Big data refers to huge data sets that come about through the phenomenal growth being seen in the volume of information collected, produced, analysed, shared and stored by organisations. By analysing big data sets, valuable insights can be gained into how patterns of data are associated to enable better-informed decision-making, which can aid in competitiveness and drive innovation. According to Gartner, 48% of organisations had invested in big data capabilities in 2016.
Big data sets harness information from multiple sources such as databases, data warehouses, log and event files, security controls such as intrusion prevention systems and user-generated data from sources such as emails and social media posts. The information collected can be in either structured form, such as in the columns of a database, or unstructured, such as information contained in a word-processing document. Increasingly, data feeds are from devices – and transactions from devices – that make up the Internet of Things (IoT) and this looks set to increase dramatically. As well as this, an increasing number of organisations are looking to incorporate data feeds from physical security systems, such as building access control and smart building management systems.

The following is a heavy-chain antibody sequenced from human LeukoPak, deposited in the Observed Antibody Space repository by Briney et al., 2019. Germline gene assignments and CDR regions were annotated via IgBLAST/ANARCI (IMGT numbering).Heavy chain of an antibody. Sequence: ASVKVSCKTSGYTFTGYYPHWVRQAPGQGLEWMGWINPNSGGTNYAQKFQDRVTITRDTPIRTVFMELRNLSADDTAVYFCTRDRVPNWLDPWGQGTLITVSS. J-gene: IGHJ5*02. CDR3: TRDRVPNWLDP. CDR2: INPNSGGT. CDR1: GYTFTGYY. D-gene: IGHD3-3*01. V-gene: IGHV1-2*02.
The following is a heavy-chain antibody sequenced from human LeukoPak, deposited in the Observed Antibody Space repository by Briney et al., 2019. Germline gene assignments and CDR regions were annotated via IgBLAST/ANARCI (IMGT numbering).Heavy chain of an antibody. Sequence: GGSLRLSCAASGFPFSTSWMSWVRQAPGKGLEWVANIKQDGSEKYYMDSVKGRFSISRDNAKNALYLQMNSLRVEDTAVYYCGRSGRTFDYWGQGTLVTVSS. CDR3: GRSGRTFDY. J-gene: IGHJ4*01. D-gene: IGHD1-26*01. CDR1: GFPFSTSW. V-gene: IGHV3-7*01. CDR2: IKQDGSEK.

Swathes of Information
All of this information is fed into a centralised big data management system so that the data can be correlated for analysis. Much of that data will be highly sensitive, including information related to customers, employees and suppliers, financial data, intellectual property and a vast array of other information. Some of the information will come from within the network: other sources may be remote, such as in cloud applications, data held on mobile devices and that originating from IoT.
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